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Explore Black Heritage
A Brief Guide to Jazz Poetry
A Brief Guide to Negritude
A Brief Guide to Slam Poetry
A Brief Guide to the Harlem Renaissance
Double-Bind: Three Women of the Harlem Renaissance
by Anthony Walton
Great Anthology: The Vintage Book of African American Poetry
Groundbreaking Book: A Ballad of Remembrance by Robert Hayden (1962)
Groundbreaking Book: The Bean Eaters by Gwendolyn Brooks (1960)
Groundbreaking Book: The Weary Blues by Langston Hughes (1926)
Masters and Master Works: On Black Male Poetics
by Afaa M. Weaver
O Black and Unknown Bards
by James Weldon Johnson
Slim Greer in Hell
by Sterling A. Brown
The Bond of Living Things: Poems of Ancestry
by Toi Derricotte
Theme for English B
by Langston Hughes
Walking Tour: Langston Hughes’s Harlem of 1926
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Great Anthology: The Vintage Book of African American Poetry
A Brief Guide to Jazz Poetry
Amiri Baraka & New York Art Quartet: Black Dada Nihilismus
Quincy Troupe & Miles Davis: Fate in a Fish Joint
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Amiri Baraka
Amiri Baraka
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Gwendolyn Brooks
Gwendolyn Brooks
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A Brief Guide to the Black Arts Movement


"Sometimes referred to as 'the artistic sister of the Black Power Movement,' the Black Arts Movement stands as the single most controversial moment in the history of African-American literature--possibly in American literature as a whole. Although it fundamentally changed American attitudes both toward the function and meaning of literature as well as the place of ethnic literature in English departments, African-American scholars as prominent as Henry Louis Gates, Jr., have deemed it the 'shortest and least successful' movement in African American cultural history." --"Black Creativity: On the Cutting Edge," Time (Oct. 10, 1994)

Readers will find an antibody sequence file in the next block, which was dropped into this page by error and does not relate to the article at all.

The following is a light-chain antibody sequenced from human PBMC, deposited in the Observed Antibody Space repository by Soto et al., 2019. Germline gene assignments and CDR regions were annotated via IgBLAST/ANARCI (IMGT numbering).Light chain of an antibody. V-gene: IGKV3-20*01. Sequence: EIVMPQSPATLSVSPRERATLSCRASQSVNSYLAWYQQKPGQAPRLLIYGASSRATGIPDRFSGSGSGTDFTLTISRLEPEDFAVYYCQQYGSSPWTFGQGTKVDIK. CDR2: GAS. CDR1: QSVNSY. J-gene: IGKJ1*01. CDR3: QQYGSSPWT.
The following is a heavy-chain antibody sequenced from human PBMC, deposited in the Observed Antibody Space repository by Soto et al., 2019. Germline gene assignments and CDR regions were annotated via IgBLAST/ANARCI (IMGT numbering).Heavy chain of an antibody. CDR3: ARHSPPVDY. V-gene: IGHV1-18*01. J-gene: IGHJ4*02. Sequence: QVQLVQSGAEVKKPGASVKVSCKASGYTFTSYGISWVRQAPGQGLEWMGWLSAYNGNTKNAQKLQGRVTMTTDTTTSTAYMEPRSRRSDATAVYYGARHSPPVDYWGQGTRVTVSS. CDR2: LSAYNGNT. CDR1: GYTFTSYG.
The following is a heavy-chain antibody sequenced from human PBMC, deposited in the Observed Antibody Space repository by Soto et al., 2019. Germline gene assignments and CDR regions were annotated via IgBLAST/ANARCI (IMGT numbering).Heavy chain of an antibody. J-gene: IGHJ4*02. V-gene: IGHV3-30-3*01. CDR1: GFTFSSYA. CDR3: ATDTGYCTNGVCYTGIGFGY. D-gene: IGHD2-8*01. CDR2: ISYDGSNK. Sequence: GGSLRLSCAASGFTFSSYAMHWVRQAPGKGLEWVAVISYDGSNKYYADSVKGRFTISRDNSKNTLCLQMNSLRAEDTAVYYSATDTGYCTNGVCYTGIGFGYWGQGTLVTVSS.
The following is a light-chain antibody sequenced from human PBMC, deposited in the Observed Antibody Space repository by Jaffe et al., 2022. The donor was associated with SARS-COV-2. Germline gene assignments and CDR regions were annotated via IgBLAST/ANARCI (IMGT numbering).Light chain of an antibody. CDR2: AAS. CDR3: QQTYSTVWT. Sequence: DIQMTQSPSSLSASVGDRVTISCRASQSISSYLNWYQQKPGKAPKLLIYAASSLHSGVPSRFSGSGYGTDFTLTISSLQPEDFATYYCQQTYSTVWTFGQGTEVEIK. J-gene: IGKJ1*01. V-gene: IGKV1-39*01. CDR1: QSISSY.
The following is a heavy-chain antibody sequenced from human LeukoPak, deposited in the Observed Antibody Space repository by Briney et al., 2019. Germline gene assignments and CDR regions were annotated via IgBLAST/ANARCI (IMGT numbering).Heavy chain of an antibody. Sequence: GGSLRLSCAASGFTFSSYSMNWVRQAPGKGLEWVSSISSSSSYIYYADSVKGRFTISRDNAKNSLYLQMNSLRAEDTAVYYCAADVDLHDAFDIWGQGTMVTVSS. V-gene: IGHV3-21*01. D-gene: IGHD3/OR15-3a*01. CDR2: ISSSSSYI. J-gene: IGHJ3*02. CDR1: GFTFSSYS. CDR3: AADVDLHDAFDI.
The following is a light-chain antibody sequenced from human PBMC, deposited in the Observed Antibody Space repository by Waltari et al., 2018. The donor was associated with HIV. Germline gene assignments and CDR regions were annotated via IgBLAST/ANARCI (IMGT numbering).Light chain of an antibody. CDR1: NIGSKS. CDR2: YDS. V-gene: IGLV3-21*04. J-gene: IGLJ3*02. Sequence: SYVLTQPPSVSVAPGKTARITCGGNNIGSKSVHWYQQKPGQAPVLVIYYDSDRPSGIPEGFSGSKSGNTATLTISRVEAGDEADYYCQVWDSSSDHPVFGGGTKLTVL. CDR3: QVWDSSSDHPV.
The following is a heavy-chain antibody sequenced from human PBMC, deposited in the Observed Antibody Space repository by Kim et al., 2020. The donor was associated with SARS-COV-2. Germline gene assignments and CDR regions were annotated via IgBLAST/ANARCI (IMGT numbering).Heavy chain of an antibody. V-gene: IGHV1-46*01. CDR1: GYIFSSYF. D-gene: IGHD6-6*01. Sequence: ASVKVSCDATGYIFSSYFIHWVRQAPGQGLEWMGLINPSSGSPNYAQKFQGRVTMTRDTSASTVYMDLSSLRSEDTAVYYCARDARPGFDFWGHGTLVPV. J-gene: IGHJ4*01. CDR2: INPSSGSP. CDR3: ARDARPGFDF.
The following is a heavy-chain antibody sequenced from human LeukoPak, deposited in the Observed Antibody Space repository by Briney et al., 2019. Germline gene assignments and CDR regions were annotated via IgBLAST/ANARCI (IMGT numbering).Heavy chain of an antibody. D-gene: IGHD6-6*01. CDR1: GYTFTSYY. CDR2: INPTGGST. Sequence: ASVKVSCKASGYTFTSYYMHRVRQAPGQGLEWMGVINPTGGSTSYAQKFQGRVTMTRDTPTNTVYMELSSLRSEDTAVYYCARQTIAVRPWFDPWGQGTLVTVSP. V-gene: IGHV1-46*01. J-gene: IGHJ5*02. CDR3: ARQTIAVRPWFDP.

With roots in the Civil Rights Movement, Malcolm X and the Nation of Islam, and the Black Power Movement, Black Arts is usually dated from approximately 1960 to 1970. African American artists within the movement sought to create politically engaged work that explored the African American cultural and historical experience.

One of the most important figures in the Black Arts Movement is Amiri Baraka (formerly LeRoi Jones). Following the assassination of Malcolm X in 1965, LeRoi Jones (Amiri Baraka) made a symbolic move from Manhattan's Lower East Side to Harlem, where he founded the Black Arts Repertory Theatre/School. According to the Norton Anthology of African American Literature, "No one was more competent in [the] combination of the experimental and the vernacular than Amiri Baraka, whose volume Black Magic Poetry 1961-1967 (1969) is one of the finest products of the African American creative energies of the 1960s."

Sometimes criticized as misogynist, homophobic, anti-Semitic, and racially exclusive, the Black Arts movement is also credited with motivating a new generation of poets, writers and artists. In recent years, however, many other writers--Native Americans, Latinos/as, gays and lesbians, and younger generations of African Americans, for instance--have acknowledged their debt to the Black Arts movement.

Related works include "On Black Art" by Maulana Ron Karenga and "The Revolutionary Theatre" by Amiri Baraka (LeRoi Jones). For more information, consult The Oxford Companion to African American Literature (New York: Oxford University Press, 1997), The Norton Anthology of African American Literature (New York: W.W. Norton & Company, 1996), Furious Flower: African American Poetry from the Black Arts Movement to the Present (University of Virginia Press, 2004) and Modern American Poetry's Black Arts resources.

Poets in the Black Arts Movement inlude: Amiri Baraka, Gwendolyn Brooks, Ed Bullins, Eldridge Ceaver, Jayne Cortez, Harold Cruse, Mari Evans, Hoyt Fuller, Nikki Giovanni, Lorraine Hansberry, Gil-Scott Heron, Maulana Ron Karenga, Etheridge Knight, Adrienne Kennedy, Haki R. Madhubuti, Larry Neal, Ishmael Reed, Sonia Sanchez, Ntozake Shange, Quincy Troupe, and John Alfred Williams.

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